My co-founders and I saw a lack of demand when building our startup. Sure, we were told “no” a million times – like a lot of entrepreneurs.
After all, failure is the primary denominator in the entrepreneurial process.
But as entrepreneurs, we work incredibly hard and give everything, every piece of our being to these journeys – even if they end unsuccessfully.
The major factor is that you and your co-founders make a commitment to each other.
Do not underestimate your partners in any journey, business or personal.
When times were tough, often what kept us going was our commitment to each other as a founding team.
So before you bring someone on as a co-founder, talk with them – a lot. Talk about previous experiences. Get to know them on a personal level.
Next, talk to them about your startup. Are they excited, passionate and engaged when you describe your vision? Does it spark a spirited conversation?
Let me give you a quick example: a few years ago when I was still working in a marketing agency, I got a call from Daniel, one of the founders here at Altar.
We had worked together on a small project a few years before and he wanted to know what I was up to.
Shortly after, he told me he’d been working on this new project for a few years now. A product development agency focusing on helping entrepreneurs build their products.
He was at a stage where the founding team was struggling to keep all the plates spinning – and he wanted to bring in talented people to take over some key departments, starting with Marketing.
Over the next few days, we met twice to talk about it.
We spent hours talking about the future. How we could bring this to a whole new level, helping entrepreneurs worldwide build products that actually go to market, help people and raise millions. Never once did we talk about terms.
The journey that then brought me to becoming a partner and part of the management team at Altar was the most natural I’ve had in my professional career.
Full alignment and a shared vision are priceless. And talented individuals know it.
You might also consider talking to the people they worked with previously. This will give you a more complete picture of what this potential co-founder will be like to deal with on a daily basis.
Finally, it’s important their skill set complements yours.
5. Find a Co-Founder With a Complementary Skillset to Yours
If you can find a co-founder with complementary skillsets, it will make your startup that much stronger.
For example, if you’re a great business strategist but not so good at the technical aspects of building a product, finding a co-founder who is a strong engineer will help balance out your team.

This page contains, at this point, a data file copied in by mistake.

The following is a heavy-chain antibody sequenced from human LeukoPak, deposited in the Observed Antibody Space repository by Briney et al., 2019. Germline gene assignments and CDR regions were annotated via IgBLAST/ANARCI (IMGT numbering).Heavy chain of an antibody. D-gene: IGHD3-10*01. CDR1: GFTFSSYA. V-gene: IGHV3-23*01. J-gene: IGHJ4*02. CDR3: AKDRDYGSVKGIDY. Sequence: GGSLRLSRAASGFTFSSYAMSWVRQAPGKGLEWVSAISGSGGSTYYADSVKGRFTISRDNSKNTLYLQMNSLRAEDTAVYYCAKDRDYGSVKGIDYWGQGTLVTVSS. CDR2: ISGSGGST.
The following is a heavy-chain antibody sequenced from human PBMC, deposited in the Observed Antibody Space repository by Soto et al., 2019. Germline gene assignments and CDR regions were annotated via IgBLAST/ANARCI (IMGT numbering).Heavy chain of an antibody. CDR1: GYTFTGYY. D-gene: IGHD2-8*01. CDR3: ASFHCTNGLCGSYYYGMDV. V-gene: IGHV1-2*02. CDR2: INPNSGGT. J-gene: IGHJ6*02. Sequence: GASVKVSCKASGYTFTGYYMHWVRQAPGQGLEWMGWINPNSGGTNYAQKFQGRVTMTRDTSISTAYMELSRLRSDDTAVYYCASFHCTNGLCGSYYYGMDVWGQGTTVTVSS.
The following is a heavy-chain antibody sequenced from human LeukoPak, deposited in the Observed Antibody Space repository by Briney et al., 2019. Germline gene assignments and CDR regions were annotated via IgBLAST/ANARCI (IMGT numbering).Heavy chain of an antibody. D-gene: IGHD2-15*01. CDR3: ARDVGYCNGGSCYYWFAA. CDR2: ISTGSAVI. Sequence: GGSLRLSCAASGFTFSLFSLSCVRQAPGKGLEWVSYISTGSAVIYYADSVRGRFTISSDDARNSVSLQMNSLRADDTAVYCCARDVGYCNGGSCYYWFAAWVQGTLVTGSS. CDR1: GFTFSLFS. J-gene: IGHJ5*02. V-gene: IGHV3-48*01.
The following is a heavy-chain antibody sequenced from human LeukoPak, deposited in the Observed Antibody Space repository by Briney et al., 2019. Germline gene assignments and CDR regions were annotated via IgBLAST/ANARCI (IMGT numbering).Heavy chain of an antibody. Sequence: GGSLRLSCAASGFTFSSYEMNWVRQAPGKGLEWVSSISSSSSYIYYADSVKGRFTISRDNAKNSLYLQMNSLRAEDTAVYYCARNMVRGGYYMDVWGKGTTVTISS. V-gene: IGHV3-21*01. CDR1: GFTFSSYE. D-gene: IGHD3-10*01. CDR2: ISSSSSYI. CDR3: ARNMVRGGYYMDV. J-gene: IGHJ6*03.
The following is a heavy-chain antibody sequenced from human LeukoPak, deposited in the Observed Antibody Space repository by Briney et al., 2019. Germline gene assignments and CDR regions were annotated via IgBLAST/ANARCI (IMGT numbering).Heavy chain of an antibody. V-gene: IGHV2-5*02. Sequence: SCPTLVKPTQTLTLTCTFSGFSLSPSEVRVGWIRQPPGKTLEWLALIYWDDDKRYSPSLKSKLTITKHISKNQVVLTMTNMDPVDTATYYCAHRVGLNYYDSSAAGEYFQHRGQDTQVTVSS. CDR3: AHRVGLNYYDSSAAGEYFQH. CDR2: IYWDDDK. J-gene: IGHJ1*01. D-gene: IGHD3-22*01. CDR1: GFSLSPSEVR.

You should find a co-founder that has a one-third overlap with you in skills and two-thirds complementary skills.
There are hundreds of examples of this where there is a small overlap and a large aspect of complementary skills – take Jobs and Wozniak. Jobs has some basic technical background, but Wozniak was the tech brain. Wozniak had knowledge of promotion and sales and marketing but nowhere near as much as Jobs.
You’re experts in different fields but you’re able to speak the same language.
Then it’s about making sure that values and cultural aspects are consistent between you as well. As well as how hard you’re going to work you need to be on the same page about that as well.
But the main thing is to hire for skill complementarity. Do NOT hire someone just like you with the same skills as you, I’ve never seen that work.
First, identify what skills you need. If you’re not sure, ask your network and/or mentors for their input. Then, once you know what hard skills you’re looking for, get out there and start talking to people.
There are no two ways about it, finding the right co-founder for your startup isn’t easy.
As you begin your search, remember:
- Don’t underestimate the importance of finding the right co-founder.
- Find a co-founder who is just as committed to your startup as you are. This person needs to be someone you can rely on, someone who shares your vision and is willing to put in the hard work required to make your dream a reality.
- Trust your co-founder completely – but be aware that building that trust may require a leap of faith. Here focus on their track record and the commitment they show to your startup.
- You may find a co-founder in an unlikely place. Sometimes, the best partnerships are formed in unexpected ways. So, keep your mind open to the possibility that your perfect partner could be closer than you think.
I hope these lessons help you find your dream co-founder. Good luck.